Jul27

Counties Unite to Preserve Health Care​

Categories // LA Focus, Politics Thursday, 27 July 2017

Counties Unite to Preserve Health Care​

Los Angeles County and the State of California stand to be hit the hardest with the potential repeal of the Affordable Care Act. The picture is just as devastating for counties nationwide, which was a major topic of discussion at this year’s National Association of Counties Conference and Exposition.

 

County Supervisors Mark Ridley-Thomas and Kathryn Barger traveled to Columbus, Ohio for NACo’s annual non-partisan meeting with over 2,000 county delegates from nearly every state in the nation. The annual conference is the only meeting that draws a cross section of elected officials and county staff from across the country. Attendees from rural and urban counties, with large and small staff and budgets – all come together for four days of education, networking and sessions aimed to help improve residents’ lives and the efficiency of county government.

This year, amidst federal uncertainty about the future of the Affordable Care Act, health care was a focus of concern at NACo’s Annual Meeting.

“Health care is not to be treated as a partisan issue,” said Los Angeles County Board of Supervisors Chairman Mark Ridley-Thomas. “We operate in a non-partisan environment and therefore aim to serve our constituents irrespective of their political orientation.”

According to the National Association of Counties, it is the duty of local government to fulfill public health and safety services for some of the most vulnerable residents including children, older adults, and people with disabilities. NACo asserted that the health care debate should be about improving health outcomes and not simply a budget exercise. NACo further asserted that Congress is orchestrating a massive cost shift beyond the capacity of states and local communities to bear. Every proposal to date would adversely impact the federal, state, and local partnership for Medicaid. Medicaid is a key tool in the battle against the opioid epidemic and is the largest single funder of mental health services and substance abuse treatment. Counties in 26 states help fund Medicaid and many help to administer the program. For these reasons, NACo is currently engaged in the health reform debate on Capitol Hill. Whether or not the Senate passes a bill, NACo continues to focus on the real life impact on counties and their residents and the potential federal cost shifting to local government.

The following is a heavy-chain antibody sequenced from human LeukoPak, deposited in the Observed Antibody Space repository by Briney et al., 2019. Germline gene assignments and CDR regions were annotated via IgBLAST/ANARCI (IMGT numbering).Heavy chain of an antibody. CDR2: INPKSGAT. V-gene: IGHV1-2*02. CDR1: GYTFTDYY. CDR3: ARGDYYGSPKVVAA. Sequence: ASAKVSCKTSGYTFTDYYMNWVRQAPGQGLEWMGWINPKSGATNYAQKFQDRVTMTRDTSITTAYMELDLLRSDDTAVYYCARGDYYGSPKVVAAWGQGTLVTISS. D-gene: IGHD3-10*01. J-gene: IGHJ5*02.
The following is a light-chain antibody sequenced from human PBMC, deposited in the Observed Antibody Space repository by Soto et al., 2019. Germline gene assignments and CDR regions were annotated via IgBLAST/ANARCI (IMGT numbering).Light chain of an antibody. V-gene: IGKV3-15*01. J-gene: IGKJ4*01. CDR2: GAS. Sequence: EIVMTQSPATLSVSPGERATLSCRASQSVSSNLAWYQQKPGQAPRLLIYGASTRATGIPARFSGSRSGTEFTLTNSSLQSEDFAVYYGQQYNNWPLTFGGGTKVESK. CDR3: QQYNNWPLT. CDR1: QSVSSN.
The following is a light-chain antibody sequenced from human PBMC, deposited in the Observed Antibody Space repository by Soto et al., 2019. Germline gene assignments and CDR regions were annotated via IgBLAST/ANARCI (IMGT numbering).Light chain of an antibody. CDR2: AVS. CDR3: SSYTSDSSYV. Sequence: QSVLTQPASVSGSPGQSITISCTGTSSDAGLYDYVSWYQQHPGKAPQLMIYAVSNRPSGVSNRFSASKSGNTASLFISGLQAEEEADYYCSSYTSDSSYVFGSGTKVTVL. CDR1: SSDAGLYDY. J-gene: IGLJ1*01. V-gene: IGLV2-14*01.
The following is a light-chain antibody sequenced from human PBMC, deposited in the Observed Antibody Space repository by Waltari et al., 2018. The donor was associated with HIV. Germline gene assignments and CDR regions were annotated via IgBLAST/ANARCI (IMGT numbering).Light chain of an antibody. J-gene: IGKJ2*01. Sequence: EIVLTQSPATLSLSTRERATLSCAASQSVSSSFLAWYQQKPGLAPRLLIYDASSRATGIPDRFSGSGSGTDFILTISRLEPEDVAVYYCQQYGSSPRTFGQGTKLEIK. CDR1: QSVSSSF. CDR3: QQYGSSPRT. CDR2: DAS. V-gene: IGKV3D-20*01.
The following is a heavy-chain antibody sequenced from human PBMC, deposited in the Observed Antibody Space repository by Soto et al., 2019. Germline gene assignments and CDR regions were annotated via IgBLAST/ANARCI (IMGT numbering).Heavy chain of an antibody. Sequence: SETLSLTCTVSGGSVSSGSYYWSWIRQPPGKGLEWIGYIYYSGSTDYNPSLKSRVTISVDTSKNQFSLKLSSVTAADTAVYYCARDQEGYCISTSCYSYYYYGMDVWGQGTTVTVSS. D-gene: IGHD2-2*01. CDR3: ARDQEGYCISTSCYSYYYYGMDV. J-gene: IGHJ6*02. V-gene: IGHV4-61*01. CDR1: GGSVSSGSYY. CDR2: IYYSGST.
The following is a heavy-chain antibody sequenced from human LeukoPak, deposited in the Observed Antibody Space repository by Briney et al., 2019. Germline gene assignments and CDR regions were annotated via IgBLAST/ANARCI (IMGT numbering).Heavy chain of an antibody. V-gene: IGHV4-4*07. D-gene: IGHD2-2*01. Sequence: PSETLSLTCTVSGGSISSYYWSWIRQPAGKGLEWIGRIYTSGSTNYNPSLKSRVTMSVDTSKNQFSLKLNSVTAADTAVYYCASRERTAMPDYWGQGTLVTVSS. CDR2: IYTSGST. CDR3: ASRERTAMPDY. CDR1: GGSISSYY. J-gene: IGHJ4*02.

Counties continue to invest $80 billion annually in community health — $1 in every $5 of county budgets. Counties support nearly 1,000 hospitals and 900 long term care facilities through these resources. They provide behavioral health services through 750 behavioral health authorities and community providers. About 75% of the United States population is served by county-based behavioral health systems. The debate being advanced about repealing the Affordable Care Act puts these services at risk. NACo further noted that Counties support comprehensive tax reform that lowers the rates for taxpayers and spurs economic growth. But NACo added this was not about tax reform, but about health outcomes for the most vulnerable among us.“This is a non-partisan issue that impacts all counties,” said Supervisor Kathryn Barger. “This is a crisis and people’s lives are being played as a political pawn.”

“The County of Los Angeles would be the most adversely impacted county in the nation,” said Chairman Ridley-Thomas.

Los Angeles County Chief Executive Officer Sachi Hamai estimates that Los Angeles County stands to lose $1 billion in funding should the Affordable Care Act be repealed.Also on the minds of county delegates are ways to combat homelessness and enhance local economic development. Biotech, one of the biggest boom industries of this century has found its way to Columbus, Ohio — now one of the leading cities in the nation for the growing industry. Chairman Ridley-Thomas toured Rev 1 Ventures, a 64,000 square foot business incubator that co-locates 25 tech and pharmaceutical startups, with a quarter of them being bioscience and biotech companies with the hope of inspiring similar ventures in Los Angeles County much like LA BioMed on the Harbor UCLA Campus.

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